The payoffs from using Linux tend to go well beyond the cost of licenses. Any career system administrator will tell you about hours spent dealing with seemingly mundane problems. Every blue screen of death, every illegal operation, and every crash means time out of the admin's day, not to mention that of the user whose PC has just choked. Fixing such a problem could take a long time, particularly when dealing with a remote installation. Now, if a Legal Aid Manitoba user has a problem, it's simply a matter of connecting with a secure shell ("I'm a command-line kind of guy," Balneaves explains), doing what needs to be done (killing a process, for example) and disconnecting.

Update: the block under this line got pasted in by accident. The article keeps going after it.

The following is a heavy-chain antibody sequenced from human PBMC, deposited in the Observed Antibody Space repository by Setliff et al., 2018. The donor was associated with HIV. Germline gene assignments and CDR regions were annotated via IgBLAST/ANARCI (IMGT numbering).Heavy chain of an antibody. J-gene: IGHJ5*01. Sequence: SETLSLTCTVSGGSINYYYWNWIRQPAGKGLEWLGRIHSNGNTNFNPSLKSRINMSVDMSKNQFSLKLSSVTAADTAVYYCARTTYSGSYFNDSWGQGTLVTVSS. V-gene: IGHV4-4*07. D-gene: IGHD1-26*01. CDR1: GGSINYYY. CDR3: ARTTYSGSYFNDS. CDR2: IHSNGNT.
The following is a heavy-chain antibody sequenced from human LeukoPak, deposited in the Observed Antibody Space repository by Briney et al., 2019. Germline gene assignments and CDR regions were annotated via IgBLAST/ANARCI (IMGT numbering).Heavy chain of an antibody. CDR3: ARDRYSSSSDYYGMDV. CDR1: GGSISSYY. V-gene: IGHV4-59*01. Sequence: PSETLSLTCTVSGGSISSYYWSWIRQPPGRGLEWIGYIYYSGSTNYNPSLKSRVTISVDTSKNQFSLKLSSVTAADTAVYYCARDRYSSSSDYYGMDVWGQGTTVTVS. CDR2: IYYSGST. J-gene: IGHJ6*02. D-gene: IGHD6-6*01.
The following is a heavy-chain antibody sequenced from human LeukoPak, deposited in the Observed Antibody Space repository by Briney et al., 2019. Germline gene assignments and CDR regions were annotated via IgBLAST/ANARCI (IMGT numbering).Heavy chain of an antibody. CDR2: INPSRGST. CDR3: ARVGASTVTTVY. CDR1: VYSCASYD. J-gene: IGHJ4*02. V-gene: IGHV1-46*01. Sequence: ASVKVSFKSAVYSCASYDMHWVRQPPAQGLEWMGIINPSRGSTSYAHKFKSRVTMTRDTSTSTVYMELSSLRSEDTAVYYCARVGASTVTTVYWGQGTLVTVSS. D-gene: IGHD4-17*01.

In the past, the remote locations provided some other interesting challenges. If a remote Windows workstation broke down, it could take up to three days to get that workstation back into production, especially in the winter. Getting hardware reconfigured and ready for a new user required hands-on technical expertise. With the new Linux thin client devices, they simply plug in a new unit, turn it on, and in minutes they're back in business.
It's a huge savings in time; and time, as they say, is money.